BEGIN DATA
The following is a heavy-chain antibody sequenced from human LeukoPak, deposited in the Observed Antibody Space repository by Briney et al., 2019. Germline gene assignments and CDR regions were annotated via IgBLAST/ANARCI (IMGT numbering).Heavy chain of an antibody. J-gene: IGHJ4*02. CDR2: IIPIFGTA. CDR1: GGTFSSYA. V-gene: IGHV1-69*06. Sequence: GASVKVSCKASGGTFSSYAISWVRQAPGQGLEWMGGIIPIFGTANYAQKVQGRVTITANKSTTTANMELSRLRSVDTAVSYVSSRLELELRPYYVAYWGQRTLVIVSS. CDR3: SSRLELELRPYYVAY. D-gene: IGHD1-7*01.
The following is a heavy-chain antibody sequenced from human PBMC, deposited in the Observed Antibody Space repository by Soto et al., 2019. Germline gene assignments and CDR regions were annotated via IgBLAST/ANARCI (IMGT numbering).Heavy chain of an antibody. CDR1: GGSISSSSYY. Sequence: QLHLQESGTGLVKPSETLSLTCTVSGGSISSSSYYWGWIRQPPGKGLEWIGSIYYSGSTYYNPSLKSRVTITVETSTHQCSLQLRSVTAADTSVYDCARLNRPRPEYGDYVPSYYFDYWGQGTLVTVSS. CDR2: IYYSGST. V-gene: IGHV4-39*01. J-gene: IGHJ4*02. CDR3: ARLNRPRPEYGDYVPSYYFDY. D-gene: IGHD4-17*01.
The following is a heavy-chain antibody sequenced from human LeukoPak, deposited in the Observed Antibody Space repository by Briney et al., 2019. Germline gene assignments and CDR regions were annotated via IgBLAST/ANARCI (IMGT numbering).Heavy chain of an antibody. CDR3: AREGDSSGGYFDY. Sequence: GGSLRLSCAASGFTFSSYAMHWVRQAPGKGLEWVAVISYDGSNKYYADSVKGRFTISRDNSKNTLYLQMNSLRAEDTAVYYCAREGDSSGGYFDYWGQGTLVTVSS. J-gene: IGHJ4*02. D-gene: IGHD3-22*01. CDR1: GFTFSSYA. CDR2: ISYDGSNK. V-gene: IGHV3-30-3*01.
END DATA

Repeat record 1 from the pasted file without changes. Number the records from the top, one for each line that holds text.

The following is a heavy-chain antibody sequenced from human LeukoPak, deposited in the Observed Antibody Space repository by Briney et al., 2019. Germline gene assignments and CDR regions were annotated via IgBLAST/ANARCI (IMGT numbering).Heavy chain of an antibody. J-gene: IGHJ4*02. CDR2: IIPIFGTA. CDR1: GGTFSSYA. V-gene: IGHV1-69*06. Sequence: GASVKVSCKASGGTFSSYAISWVRQAPGQGLEWMGGIIPIFGTANYAQKVQGRVTITANKSTTTANMELSRLRSVDTAVSYVSSRLELELRPYYVAYWGQRTLVIVSS. CDR3: SSRLELELRPYYVAY. D-gene: IGHD1-7*01.